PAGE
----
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National Security Council Changes Are Very Significant, Hayden Says

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National Security Council Changes Are Very Significant, Hayden Says

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National Security Council Changes Are Very Significant, Hayden Says

National Security Council Changes Are Very Significant, Hayden Says

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Rachel Martin talks to ex-NSA and CIA director Michael Hayden about the reorganization of the White House National Security Council. Political adviser Steve Bannon has a permanent seat at the table.

RACHEL MARTIN, HOST:

More now on that shake-up at the National Security Council. We are going to turn to General Michael Hayden. He served Presidents Clinton, Bush and Obama in top intelligence posts as director of the National Security Agency and CIA and deputy director of national intelligence. General Hayden, welcome back to the program.

MICHAEL HAYDEN: Good morning.

MARTIN: Steve Bannon, senior adviser to President Donald Trump, a former news executive - no high-level military experience, no high-level national security experience - has now been guaranteed a spot at top National Security Council meetings. How significant is that?

HAYDEN: That's very significant, and as Mara just pointed out, very different from what has gone on for the past 16 years. Rachel, I cannot remember a meeting whose results I cared about where Karl Rove was present. And although David Axelrod occasionally attended NSC meetings, he was not what Bannon has now become, a charter member. It seems to me that it puts ideology at the center over the professional kinds of information that the DNI and the Chairman of the Joint Chiefs bring to the party.

MARTIN: So you mentioned Karl Rove and - and David Axelrod. These were senior political advisers. So there's a concern here that Bannon is going to inject some kind of politics into national security issues.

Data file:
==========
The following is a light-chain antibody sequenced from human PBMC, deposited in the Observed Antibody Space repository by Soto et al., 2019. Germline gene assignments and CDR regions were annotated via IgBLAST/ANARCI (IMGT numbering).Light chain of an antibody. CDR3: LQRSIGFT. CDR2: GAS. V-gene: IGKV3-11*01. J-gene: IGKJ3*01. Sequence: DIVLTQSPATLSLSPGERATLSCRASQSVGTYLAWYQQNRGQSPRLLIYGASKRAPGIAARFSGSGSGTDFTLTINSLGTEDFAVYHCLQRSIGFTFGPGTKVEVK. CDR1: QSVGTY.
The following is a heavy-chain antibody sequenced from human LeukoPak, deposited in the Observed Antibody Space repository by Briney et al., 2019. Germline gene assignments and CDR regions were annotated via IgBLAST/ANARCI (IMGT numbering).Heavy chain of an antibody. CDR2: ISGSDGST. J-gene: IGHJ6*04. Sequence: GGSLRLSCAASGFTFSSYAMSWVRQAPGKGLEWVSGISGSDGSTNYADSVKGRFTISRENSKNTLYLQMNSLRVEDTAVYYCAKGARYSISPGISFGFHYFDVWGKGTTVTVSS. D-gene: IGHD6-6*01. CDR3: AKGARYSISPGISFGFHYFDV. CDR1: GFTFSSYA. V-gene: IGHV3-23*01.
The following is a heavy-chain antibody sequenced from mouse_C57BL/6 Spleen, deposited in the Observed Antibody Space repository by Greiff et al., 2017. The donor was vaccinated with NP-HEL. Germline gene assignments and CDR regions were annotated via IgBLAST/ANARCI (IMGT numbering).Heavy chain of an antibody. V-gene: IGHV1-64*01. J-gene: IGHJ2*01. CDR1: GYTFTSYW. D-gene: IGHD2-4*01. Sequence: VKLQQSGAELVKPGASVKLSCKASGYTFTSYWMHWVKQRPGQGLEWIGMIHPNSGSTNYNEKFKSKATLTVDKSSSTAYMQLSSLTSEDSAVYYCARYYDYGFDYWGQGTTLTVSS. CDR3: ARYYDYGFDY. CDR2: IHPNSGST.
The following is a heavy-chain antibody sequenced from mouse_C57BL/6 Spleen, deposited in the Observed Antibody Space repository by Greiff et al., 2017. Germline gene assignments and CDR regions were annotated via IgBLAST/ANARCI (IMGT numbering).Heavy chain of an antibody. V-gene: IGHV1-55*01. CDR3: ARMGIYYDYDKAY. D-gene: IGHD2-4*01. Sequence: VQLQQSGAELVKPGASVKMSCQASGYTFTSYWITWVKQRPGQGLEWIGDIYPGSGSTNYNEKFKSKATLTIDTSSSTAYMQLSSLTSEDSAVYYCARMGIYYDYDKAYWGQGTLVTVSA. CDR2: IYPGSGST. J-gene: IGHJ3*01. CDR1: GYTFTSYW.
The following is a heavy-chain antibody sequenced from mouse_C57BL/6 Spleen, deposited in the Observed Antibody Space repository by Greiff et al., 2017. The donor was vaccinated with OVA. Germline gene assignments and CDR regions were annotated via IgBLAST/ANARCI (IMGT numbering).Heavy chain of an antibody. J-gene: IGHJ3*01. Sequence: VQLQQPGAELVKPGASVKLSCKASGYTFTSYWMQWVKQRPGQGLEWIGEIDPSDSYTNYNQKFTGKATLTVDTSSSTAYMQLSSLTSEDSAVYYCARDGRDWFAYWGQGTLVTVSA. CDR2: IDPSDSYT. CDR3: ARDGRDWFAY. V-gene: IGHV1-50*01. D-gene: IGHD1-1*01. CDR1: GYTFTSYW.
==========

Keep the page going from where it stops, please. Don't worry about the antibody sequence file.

HAYDEN: He will inject politics and his ideological brand of policy. And that will come in the face of what I call the - the fact guys, the guys coming in with data, the world-as-it-is people as opposed to Bannon, whom I would categorize as the-world-as-we-want-it-to-be, or he believes it to be. I - I was always worried because the president-elect - or the president, rather - has actually made some very powerful choices for heads of departments and agencies. I was quite pleased with the pool of talent that he had.

I was always concerned, though. How will the administration make decisions? How much of the center of gravity will be in the White House or out there in the departments and agencies? The executive order on the National Security Council - and frankly, Rachel, the executive order on refugees this past weekend - seems to suggest that the real power center is going to be in that 18 acres in downtown Washington, and not out there with those talented people in the departments and agencies.

MARTIN: So as you mentioned, this is a diminishment of the chairman of Joint Chiefs of Staff, the top U.S. military adviser, and the director of national intelligence. They will be invited on a case-by-case basis, which is - is rather exceptional. Does it mean an overall diminishment for them in general?

HAYDEN: Well, I think what we know so far, what we've said so far, what the order says so far, gives a certain sense of diminishment. Now, they can come to the meetings. But their attendance is at the discretion of Mike Flynn, which is another way of saying that the people who are really controlling events here are in the White House. And by the way, if they're...

MARTIN: Mike Flynn, national security adviser. Yeah.

HAYDEN: Right, yeah. And by the way, Rachel, these guys are statutory advisers. Bannon is there by presidential directive. But the DNI and the chairman of the Joint Chiefs are, by law, the senior advisers to the NSC. So this is quite a remarkable setup.

MARTIN: Before I let you go, you mentioned the - the ban, the travel ban, that President Trump and the administration has put out there. Could I just get your take on that? Do you think, as someone who has studied America's national security threats for so long, that this is the right move at this moment?

HAYDEN: It's a horrible move. It is a political, ideological move driven by the language of the campaign and, frankly, campaign promises - promises in the campaign that were hyped (ph) by an exaggeration of the threat. And in fact, what we're doing now has probably made us less safe today than we were Friday morning before this happened because we are now living the worst jihadist narrative possible, that there is undying enmity between Islam and the West.

Muslims out there who were not part of the jihadist movement are now being shown that the story they're being told by the jihadists - they hate us; they're our enemy - that's being acted out by the American government. And frankly, Rachel, at a humanitarian level, it's an abomination.

MARTIN: General Michael Hayden. He served in top intelligence posts under three presidents. General Hayden, thank you so much for your time. This is NPR News.

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